In the amusement park there are rides for kids. One has characters from a cartoon called Boonie Bears, two bears and a bald guy, Vick the logger. The show is a silly celebration of the natural environment. Vick wants to destroy the forest and the bears attack him to prevent him from doing so. Parents are up in arms about the violent content in this children’s program. It strikes me that it’s the violence the bears do to the man, not the violence that the man wants to do to the planet, that they find inappropriate.

Demolition /
The Dirt Road Along The Train Tracks

We take a taxi to the Xiong’an fast train construction headquarters.

The road to the future train station is not named yet, the driver tells us. It is narrow and lined with trees and sites and sights of demolition– more demolition than construction.

The government plans to build new housing, but for now people have been moved out with the promise that when the construction is done they’ll come back to new housing. “They will let the people stay in the original village eventually. And universities will move here. A lot of teachers will move here. But the universities haven’t been built yet. All the elementary schools are making contracts with Beijing schools so they’ll share teachers and resources,” our driver explains. He’s learned all this from demolition work sites; he drives for extra cash.

“First we have to demolish,” the driver says, “and then take steps according to the plan. Eventually they’ll all be torn down because this is an essential part,” the driver says, referring to the part of the path where the trains will split to go north, south, in different directions around China– a kind of juncture; “...and the village and railroad can’t coexist.” Demolition is to take place by the end of the month. It’s the 20th.

When the construction of the train’s tracks are complete, they will be laid across these concrete columns.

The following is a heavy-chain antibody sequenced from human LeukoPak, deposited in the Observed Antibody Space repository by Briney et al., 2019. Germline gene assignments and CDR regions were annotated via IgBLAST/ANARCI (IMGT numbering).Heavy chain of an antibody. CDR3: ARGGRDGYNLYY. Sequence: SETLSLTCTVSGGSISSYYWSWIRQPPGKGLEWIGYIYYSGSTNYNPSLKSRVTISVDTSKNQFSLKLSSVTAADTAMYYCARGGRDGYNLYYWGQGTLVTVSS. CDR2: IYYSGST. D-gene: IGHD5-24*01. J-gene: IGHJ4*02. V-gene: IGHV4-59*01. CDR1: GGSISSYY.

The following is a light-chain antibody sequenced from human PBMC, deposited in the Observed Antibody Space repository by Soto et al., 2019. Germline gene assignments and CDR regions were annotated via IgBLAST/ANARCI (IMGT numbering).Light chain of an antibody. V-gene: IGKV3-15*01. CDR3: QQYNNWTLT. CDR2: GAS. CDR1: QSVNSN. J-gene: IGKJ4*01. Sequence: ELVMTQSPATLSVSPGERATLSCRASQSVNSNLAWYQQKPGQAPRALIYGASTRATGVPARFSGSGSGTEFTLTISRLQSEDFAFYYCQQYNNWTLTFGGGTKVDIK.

Villages slated for demolition in the foreground. Beyond them, the cranes for the train and station construction.

Xiong’an construction workers come from outside the region. “The entrepreneurs who came two years ago have already left because the process was too slow. So far the only parts of the plan that have been realized are the service center in Rongcheng and the fast train station.” When I visited Rongcheng I saw no sign of the Big Event.

The fast train construction project as we saw it consisted of: piles of train track pieces, the columns above which the tracks will be laid, and store houses of iron made of iron. This all on the border of villages. For example, I see a woman sitting on a beat-up couch on the side of the dirt road about twenty feet from one of the massive columnar track stands.

I see a farmer looking out to the road from his property. I hop out of the car and talk to him. He says his house is just on the other side of the village, and won’t get demolished. I ask what he thinks about the situation “over there” (the demolition). He replies, “it’s just the state’s ordinance.”


Back in the car we ask about the agriculture we see on the side of the road. The driver says, “It may be torn down as well because it will no longer be the main function of the city. Or they may plant trees and make it a forest.”




About the author

Annie Malcolm is an anthropologist, writer, educator and curator working on contemporary Chinese art worlds. A Ph.D. Candidate in Anthropology at the University of California, Berkeley, Malcolm conducted ethnographic research, supported by a Fulbright fellowship, in art villages in China with a focus on Shenzhen. She has curated an exhibition of media art by Chinese and Chinese-American artists at Minnesota Street Project in San Francisco in affiliation with the Global Climate Action Summit. She has published her writing in Journal of Contemporary Chinese Art, Quartz, Shanghai Literary Review, Room One Thousand, SFMOMA’s The Stacks, and Expose Art Magazine.

This publication was made possible by participation in the research project Beijing22 initiated by I: project space and support from the Goethe-Institut China. Malcolm was assisted by two students from the University of California, Berkeley: Xun Wang, and one student who wishes to remain anonymous.

Xiongxian Antiques Market